"...our key accomplishment was the demonstration of an eight-plex nonfluorescent DNA detection assay using raman spectroscopy."

Nanoparticle based DNA multiplexed probes for pathogen detection using confocal raman microscopy

Investigator: Joseph Irudayaraj (Department of Agricultural and Biological Engineering)

Project Report 2007 - 2008

» Download Project Report 2007 - 2008

Project Rationale

The overall goal of this research is to develop a probe fabrication and assay synthesis protocol for multiplex DNA detection of food pathogens by surface-enhanced raman scattering (SERS) utilizing non-fluorescent, label-containing nanoparticles as DNA probes. Although research on SERS-labeled DNA examination is very active, it is still in its early stages with regard to multiplexing and detecting analytes at low levels. We are capitalizing on the unique spectroscopic signatures (down to ~1 nm resolution) of non-fluorescing molecules as labels (raman tags) to identify specific DNA sequences. Because of the distinct fingerprint of the labels due to SERS, simultaneous detection of multiple DNA hybridizations without separation is feasible at sub femto molar (fM) sensitivity.

Several aspects are unique to this research. We can use multiplex labeling in one system using a range of non-fluorescing labels. A one-pot platform for detection of food pathogens at sensitivities not afforded by fluorescence methods is possible using our approach. Incorporation of a magnetic separation step will enable the separation of target sequences in complex media. Using non-fluorescent labels [~$10-20/gm] for multiplexing is many orders cheaper than fluorescent labels [~$10-20/mg]. Furthermore, the choice of SERS labels is enormous (over 1,000 labels) and extremely sensitive, and single-molecule identification has been reported. This implies that eventually the detection can be accomplished without the amplification step.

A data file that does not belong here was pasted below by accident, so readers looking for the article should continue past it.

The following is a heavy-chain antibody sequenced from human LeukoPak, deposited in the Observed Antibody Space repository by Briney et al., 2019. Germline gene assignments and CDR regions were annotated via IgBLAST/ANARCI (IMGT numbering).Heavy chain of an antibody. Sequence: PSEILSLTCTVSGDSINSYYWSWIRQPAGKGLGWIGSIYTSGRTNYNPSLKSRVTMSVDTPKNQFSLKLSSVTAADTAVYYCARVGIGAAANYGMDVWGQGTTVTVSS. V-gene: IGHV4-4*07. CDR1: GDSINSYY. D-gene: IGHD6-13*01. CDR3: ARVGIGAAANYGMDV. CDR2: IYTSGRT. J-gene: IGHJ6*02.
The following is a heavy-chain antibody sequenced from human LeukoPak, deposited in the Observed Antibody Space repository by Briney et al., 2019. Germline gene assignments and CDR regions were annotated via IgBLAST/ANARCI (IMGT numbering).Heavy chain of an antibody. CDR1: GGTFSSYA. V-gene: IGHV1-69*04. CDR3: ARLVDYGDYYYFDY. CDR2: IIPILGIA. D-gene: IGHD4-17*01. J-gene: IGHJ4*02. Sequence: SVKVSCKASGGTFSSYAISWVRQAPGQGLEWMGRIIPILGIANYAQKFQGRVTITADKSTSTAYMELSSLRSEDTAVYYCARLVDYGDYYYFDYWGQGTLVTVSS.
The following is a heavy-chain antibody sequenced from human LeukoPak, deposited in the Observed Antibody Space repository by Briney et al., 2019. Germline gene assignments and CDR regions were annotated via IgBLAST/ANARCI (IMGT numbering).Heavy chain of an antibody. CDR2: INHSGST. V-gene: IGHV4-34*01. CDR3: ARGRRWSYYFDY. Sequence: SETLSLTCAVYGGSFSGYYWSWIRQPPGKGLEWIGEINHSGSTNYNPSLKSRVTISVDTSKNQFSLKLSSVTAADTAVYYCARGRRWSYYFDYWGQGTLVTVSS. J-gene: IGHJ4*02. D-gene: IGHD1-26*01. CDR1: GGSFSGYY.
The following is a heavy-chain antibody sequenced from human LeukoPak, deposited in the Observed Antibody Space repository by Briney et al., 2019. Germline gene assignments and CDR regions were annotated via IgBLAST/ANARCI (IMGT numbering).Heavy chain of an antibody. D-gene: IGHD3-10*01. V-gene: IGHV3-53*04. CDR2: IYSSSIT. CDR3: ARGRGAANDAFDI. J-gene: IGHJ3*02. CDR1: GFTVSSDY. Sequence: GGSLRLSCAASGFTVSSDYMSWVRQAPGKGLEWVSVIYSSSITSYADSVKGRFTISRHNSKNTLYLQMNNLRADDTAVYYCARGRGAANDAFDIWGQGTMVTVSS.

This novel technology, once fully developed, has the potential to detect multiple analytes in a benchtop setting. Further, SERS probes have the potential to be incorporated into living cells to enable real-time monitoring of structural features and electron transfer processes that occur along the DNA helix. This would potentially support probing of DNA damage and splicing mechanisms.

Project Objectives

  • Investigate the effectiveness and efficiency of five cheaper non-fluorescent dyes as raman labels to be used as SERS tags.
  • Synthesize SERS-DNA probes for detecting species-specific DNA sequences of E. coli O157:H7, Campylobacter sp., Staphylococcus aureus, Listeria monocytogenes, and Salmonella sp. as targets.
  • Develop a one-pot multiplex detection system using the optimized SERS-DNA probe to simultaneously detect E. coli O157:H7, Campylobacter sp., and Salmonella sp. in milk and water samples.

Project Highlights

We demonstrated that up to eight non-fluorescent raman tags can be chosen with distinct signatures for visual multiplexing utilizing the SERS spectra. The fabrication step has also been optimized and detection sensitivity of up to 1 fM is achievable for the chosen labels. We demonstrated multiplexing of up to eight probes for a chosen DNA sequence. We also showed that hybridization of eight different DNA sequences (depicting eight probes) at one time can be detected. Finally, we developed a strategy to detect DNA sequences in an array (on a glass slide) as well as in a test tube (a one-pot analysis) format.

In summary, our key accomplishment was the demonstration of an eight-plex nonfluorescent DNA detection assay using raman spectroscopy. Steps to standardize the assay for direct detection of target sequences without the PCR simplification step is underway. This technique could be utilized as a slide (lab-on-slide) or tube (lab-on-tube) format for pathogen and disease detection.